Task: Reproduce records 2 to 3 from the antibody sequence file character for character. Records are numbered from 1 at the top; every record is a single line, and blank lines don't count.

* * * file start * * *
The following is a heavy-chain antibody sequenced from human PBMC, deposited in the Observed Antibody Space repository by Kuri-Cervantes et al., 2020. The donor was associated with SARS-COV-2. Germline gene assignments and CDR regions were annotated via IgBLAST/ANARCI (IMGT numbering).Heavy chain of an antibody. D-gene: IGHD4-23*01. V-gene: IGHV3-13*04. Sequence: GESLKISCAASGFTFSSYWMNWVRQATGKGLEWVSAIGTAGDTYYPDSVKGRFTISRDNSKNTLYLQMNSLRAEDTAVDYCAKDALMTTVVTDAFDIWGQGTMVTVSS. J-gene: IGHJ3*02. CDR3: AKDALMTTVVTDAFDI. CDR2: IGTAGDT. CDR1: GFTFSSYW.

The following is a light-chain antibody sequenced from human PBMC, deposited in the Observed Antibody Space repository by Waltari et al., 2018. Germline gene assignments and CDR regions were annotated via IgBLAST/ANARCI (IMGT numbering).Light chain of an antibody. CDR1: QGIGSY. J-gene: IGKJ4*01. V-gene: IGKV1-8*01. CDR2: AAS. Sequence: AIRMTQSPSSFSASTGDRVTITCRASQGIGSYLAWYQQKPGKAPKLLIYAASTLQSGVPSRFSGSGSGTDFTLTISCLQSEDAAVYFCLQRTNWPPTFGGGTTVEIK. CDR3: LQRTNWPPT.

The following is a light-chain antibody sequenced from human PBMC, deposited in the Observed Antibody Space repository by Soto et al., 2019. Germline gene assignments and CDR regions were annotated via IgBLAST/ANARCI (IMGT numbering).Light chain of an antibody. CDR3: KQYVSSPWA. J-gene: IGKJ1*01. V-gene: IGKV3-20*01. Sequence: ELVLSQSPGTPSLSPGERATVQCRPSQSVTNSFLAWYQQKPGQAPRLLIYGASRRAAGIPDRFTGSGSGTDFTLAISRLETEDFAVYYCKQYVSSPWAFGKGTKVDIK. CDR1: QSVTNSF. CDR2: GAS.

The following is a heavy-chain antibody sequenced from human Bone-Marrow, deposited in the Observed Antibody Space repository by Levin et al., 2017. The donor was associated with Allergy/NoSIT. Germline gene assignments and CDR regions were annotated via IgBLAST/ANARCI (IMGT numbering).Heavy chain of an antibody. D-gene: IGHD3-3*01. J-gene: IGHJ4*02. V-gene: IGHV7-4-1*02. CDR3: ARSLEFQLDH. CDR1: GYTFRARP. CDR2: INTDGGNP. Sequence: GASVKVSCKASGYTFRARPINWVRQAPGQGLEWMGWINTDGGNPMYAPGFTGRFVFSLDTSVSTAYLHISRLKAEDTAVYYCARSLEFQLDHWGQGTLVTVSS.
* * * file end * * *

The following is a light-chain antibody sequenced from human PBMC, deposited in the Observed Antibody Space repository by Waltari et al., 2018. Germline gene assignments and CDR regions were annotated via IgBLAST/ANARCI (IMGT numbering).Light chain of an antibody. CDR1: QGIGSY. J-gene: IGKJ4*01. V-gene: IGKV1-8*01. CDR2: AAS. Sequence: AIRMTQSPSSFSASTGDRVTITCRASQGIGSYLAWYQQKPGKAPKLLIYAASTLQSGVPSRFSGSGSGTDFTLTISCLQSEDAAVYFCLQRTNWPPTFGGGTTVEIK. CDR3: LQRTNWPPT.

The following is a light-chain antibody sequenced from human PBMC, deposited in the Observed Antibody Space repository by Soto et al., 2019. Germline gene assignments and CDR regions were annotated via IgBLAST/ANARCI (IMGT numbering).Light chain of an antibody. CDR3: KQYVSSPWA. J-gene: IGKJ1*01. V-gene: IGKV3-20*01. Sequence: ELVLSQSPGTPSLSPGERATVQCRPSQSVTNSFLAWYQQKPGQAPRLLIYGASRRAAGIPDRFTGSGSGTDFTLAISRLETEDFAVYYCKQYVSSPWAFGKGTKVDIK. CDR1: QSVTNSF. CDR2: GAS.